The Marshall County Fiscal Court unanimously passed a resolution Tuesday evening which states the county will not follow any state or federal laws regulating guns that local officials perceive to be unconstitutional. The resolution follows other similar resolutions passed by counties to reassert gun rights across the Commonwealth.
The resolution would declare Marshall County a “safe harbor” for second amendment rights, while also expressing the county government doesn’t intend to use resources to enforce federal or state gun regulations it perceives as unconstitutional.
County officials previously postponed consideration of a similar ordinance that would have levied fines -- a maximum $2,000 -- for those who cooperated with perceived unconstitutional gun regulations. Marshall County Attorney Jason Darnall raised concerns about the constitutionality of the ordinance when it was introduced during a December 2019 Marshall County Fiscal Court meeting, in particular that gun regulation exceeded the fiscal court’s authority.
Marshall County Judge-Executive Kevin Neal said the resolution has the backing of a legal opinion from Attorney General Daniel Cameron and doesn’t violate state law. Cameron traveled to the Marshall County Courthouse to show support for the resolution.
“The residents, not only in Marshall County but across the state -- we’re not going to stand for any unconstitutional laws that come out of the General Assembly,” Neal said. “Having the attorney general get behind the resolution is profound on the initiative, and I think it sends a profound message to our legislators in Frankfort.”
A resolution does not have the enforcement of an ordinance and only expresses the opinion of the fiscal court. The resolution also expresses it shouldn’t be misconstrued that the county won’t follow federal and state gun regulations regarding the carrying firearms in government buildings, schools, and private establishments that ban firearms.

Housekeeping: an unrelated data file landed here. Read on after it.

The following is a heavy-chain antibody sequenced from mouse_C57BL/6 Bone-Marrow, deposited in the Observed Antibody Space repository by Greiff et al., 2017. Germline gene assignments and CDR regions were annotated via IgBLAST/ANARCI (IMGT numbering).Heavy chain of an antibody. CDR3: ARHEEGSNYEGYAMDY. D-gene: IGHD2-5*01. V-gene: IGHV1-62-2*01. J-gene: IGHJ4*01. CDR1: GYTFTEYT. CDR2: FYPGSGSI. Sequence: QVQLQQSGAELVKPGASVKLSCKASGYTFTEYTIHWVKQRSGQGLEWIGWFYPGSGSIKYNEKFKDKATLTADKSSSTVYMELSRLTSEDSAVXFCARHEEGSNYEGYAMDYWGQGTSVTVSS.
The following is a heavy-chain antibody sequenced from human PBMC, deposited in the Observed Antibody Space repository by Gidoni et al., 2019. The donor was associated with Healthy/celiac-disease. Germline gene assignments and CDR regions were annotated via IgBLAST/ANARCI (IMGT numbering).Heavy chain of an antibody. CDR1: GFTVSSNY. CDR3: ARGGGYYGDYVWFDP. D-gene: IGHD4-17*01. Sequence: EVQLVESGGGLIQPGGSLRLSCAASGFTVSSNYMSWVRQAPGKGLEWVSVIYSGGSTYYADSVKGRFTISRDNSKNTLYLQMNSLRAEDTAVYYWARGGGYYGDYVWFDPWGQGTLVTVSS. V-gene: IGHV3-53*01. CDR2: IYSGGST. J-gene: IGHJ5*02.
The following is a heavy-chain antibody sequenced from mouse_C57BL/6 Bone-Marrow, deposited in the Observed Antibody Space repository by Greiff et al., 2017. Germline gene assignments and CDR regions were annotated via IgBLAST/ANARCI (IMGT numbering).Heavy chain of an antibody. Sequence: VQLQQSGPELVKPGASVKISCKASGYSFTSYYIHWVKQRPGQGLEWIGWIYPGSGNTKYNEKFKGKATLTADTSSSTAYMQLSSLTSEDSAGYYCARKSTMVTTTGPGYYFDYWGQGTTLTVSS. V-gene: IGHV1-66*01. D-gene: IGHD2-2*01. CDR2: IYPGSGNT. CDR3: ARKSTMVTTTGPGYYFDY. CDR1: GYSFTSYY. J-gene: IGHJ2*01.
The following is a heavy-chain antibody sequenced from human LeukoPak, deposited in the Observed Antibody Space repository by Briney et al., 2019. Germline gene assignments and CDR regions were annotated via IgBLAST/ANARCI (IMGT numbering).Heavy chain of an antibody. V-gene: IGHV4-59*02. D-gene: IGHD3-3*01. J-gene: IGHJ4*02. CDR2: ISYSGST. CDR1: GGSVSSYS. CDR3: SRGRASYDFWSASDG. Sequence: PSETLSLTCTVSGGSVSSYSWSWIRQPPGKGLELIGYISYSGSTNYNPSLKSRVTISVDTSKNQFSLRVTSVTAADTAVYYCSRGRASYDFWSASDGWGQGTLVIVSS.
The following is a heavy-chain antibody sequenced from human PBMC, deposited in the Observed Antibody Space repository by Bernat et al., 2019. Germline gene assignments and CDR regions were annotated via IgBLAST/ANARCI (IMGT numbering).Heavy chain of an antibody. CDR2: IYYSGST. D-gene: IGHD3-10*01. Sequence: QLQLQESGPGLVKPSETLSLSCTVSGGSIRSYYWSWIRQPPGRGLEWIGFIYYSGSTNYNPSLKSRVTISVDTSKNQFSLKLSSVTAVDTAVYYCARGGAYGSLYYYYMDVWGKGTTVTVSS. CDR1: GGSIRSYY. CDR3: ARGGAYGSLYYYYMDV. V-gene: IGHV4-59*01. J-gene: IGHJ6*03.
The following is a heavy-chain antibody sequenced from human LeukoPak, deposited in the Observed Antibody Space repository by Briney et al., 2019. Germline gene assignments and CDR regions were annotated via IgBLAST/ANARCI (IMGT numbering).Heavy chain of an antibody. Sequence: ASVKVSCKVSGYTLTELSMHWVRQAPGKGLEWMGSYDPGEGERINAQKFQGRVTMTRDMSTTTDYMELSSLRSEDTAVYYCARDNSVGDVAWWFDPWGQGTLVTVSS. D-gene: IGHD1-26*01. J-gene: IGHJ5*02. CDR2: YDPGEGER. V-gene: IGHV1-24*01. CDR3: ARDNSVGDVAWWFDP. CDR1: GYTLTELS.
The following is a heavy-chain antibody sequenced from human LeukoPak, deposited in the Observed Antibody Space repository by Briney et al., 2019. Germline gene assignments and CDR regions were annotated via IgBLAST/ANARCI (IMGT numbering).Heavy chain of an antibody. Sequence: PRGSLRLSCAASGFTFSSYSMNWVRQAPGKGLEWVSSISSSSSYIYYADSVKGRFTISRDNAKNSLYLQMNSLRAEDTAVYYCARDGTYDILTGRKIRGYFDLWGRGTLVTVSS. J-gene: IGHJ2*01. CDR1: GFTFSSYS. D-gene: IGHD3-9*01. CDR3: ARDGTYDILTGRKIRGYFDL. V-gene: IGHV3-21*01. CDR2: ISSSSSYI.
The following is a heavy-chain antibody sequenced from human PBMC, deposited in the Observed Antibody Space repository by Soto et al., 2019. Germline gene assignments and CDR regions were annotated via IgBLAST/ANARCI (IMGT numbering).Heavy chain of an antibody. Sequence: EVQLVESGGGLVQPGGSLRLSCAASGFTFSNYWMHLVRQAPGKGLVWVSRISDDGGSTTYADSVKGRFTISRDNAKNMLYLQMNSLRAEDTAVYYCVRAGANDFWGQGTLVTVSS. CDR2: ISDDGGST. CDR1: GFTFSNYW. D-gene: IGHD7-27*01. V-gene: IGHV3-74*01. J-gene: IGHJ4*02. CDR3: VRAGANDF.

Neal said while there isn’t current legislation moving through the General Assembly that he considers aimed at infringing on second amendment rights, he views the resolution as a proactive measure.
“The greatest example we have of rights threatened is what happened in Virginia," said Kent Masterton Brown, a Lexington attorney who helped craft the resolution. "No sooner did one party get a majority in the house and senate...when the threats came out.”
Virginia’s capitol saw thousands of gun owners converge last month in protest against gun control measures, including universal background checks, moving through a newly-elected Democrat-controlled state legislature. Marshall County’s resolution specifically references the statutes advocated by Virginia Democrats as “alarming.”
Brown also said a resolution was favored over an ordinance for Marshall County because the latter was considered unnecessary.
“We’re not at that stage at this point. We haven’t seen a bill. We haven’t seen an executive order,” Brown said. “There’s no need to try and say, pass rules about ‘do’s and don’ts because we don’t know what we want someone to do or not to do.”
The resolution calls for county leadership to consider more potential ordinances which could defy state or federal gun regulations perceived as unconstitutional. Darnall said while he supports the county’s resolution, future proposed ordinances could also face legality concerns.
“The problem when you’re talking about an ordinance is, like I’ve mentioned before, any time a county or city enacts an ordinance, they gotta look to authority from the state to see if they can do that,” he said. “The state has made it pretty clear that [it] occupies the field in firearm regulation.”
Darnall said having the state control firearm regulations allows for people to travel throughout the state without having to worry about varying firearm regulations.
Other counties in west Kentucky have been more hesitant in taking action regarding second amendment rights. Trigg County’s resolution affirming the second amendment stopped short of offering legal implications because of constitutionality concerns. McCracken County Fiscal Court declined to pass a resolution or ordinance supporting the second amendment.
Yet, Neal said he would face the risk of lawsuits to introduce a new ordinance defying state or federal gun regulations.
“If the General Assembly passes an unconstitutional law infringing on those rights, absolutely. I’ll have an ordinance prepared, I’ll submit it, and we’ll go to court,” he added.
Neal said he plans to submit a template of the resolution to the Kentucky County Judge-Executive Association that other counties could use.